United Arab Emirates II: Dubai - Bastakiya
Most of the rooms in the house faced the inner courtyard, windows as well. Thus, women could move freelywithout being covered and without fear of being seen from the outside. Only the guestroom on the ground floor had windows facing the street. They never locked the door of this room as it would be against Arab hospitality. When they used to sit on the ground while drinking coffee, or smoking water pipe they could invite somebody in …
Inside the homes it was cozy for the wind catchers, ancient forms of air-conditioning… Towers called Barjeel were equipped by two intersecting dividers that would catch any with blow and send it down below where it would cool down room temperature. Wooden beams stick out of the towers. On the beams, usually wet cloths were hang to make the air even more fresh. The houses were built of mud, and blocs of coral. The poor built their dwellings of palms called Barastis…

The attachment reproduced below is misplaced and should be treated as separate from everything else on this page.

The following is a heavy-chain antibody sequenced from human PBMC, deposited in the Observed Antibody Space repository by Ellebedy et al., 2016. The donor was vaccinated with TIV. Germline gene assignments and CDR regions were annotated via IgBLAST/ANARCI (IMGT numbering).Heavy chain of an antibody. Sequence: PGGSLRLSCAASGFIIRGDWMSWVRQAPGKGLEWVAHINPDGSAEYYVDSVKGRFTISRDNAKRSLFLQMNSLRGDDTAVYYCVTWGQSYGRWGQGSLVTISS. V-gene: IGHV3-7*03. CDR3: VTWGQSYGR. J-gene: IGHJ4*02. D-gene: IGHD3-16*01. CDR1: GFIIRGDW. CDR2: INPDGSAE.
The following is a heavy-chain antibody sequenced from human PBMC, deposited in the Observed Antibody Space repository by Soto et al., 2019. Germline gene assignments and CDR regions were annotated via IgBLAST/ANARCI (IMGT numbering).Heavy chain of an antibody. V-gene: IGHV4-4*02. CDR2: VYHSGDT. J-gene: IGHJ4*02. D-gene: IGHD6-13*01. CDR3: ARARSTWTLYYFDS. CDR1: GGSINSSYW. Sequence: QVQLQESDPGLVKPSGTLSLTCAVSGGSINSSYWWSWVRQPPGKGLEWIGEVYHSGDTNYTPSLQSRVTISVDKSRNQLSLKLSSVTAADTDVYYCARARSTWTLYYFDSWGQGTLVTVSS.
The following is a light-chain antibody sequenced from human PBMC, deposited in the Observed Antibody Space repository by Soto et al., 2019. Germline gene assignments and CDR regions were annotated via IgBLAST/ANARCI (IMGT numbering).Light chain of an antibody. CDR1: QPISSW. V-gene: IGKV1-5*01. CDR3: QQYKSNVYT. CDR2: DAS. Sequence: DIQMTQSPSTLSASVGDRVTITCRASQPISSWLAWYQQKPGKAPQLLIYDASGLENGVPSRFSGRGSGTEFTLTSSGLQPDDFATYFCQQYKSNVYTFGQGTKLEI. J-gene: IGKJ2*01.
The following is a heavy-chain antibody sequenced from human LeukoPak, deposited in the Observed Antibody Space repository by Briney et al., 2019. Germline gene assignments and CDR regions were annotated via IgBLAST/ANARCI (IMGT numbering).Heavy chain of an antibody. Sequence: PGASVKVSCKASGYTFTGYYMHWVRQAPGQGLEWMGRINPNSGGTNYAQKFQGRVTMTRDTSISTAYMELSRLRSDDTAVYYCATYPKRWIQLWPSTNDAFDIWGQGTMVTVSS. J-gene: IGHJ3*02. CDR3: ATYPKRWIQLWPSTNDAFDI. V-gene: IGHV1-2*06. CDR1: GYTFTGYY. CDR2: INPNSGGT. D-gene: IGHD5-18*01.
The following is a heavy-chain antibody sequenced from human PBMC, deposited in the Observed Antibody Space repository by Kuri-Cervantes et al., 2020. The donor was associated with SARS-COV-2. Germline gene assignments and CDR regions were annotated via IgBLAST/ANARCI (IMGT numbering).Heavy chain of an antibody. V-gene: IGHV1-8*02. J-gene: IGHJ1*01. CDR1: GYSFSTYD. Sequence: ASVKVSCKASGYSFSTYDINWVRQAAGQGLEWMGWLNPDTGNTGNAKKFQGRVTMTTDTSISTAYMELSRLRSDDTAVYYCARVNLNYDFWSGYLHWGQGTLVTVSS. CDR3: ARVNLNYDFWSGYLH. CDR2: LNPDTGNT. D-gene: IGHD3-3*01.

The entire district is very authentic, one can easily imagine how people lived there. Many migrants settled there around 1900. They came from Bastak, the Iranian province, due to newly employed tax on commerce and abolition of free trade zone in the Iranian port of Lingah. Clever Dubai Sheikh Maktoum Bin Hasher Al Maktoum made use of it instantly. He declared Dubai free trade zone without tax. Merchants and traders from Persia and India headed there which made the trade flourish in Dubai. Economic policy of Sheikh Maktoum was the first step towards economic miracle of Dubai as we know it.
I take a walk through the entire district towards the near fort of Al Fahidi. There is a beautiful museum depicting Bedouin tradition. The fortress was build as soon as 1787 and defended the city against sea invasion. Later, it served the rulers as a residence, and then as a military fortress and prison. In the 1970s, the fortress was declared a museum which now holds photos, wax figurines of fishermen, pearl-divers, traders, and Bedouins wandering the desert on Arabian camels. Then Bedouin dwellings, old ships, Arab weapons, and musical instruments. Old cannons guard the entrance gate. I take one picture after another. I was absolutely thrilled.
To be continued...
Text/photo: Sylvie Halouzková
|Discussion at the article (0)|
Dubai: Cost Fre Activities for Kids and Their Parents – We Teach You How to Enjoy a Vacation and Don't Get Broke
Information and warnings on travelling abroad is to be found HERE.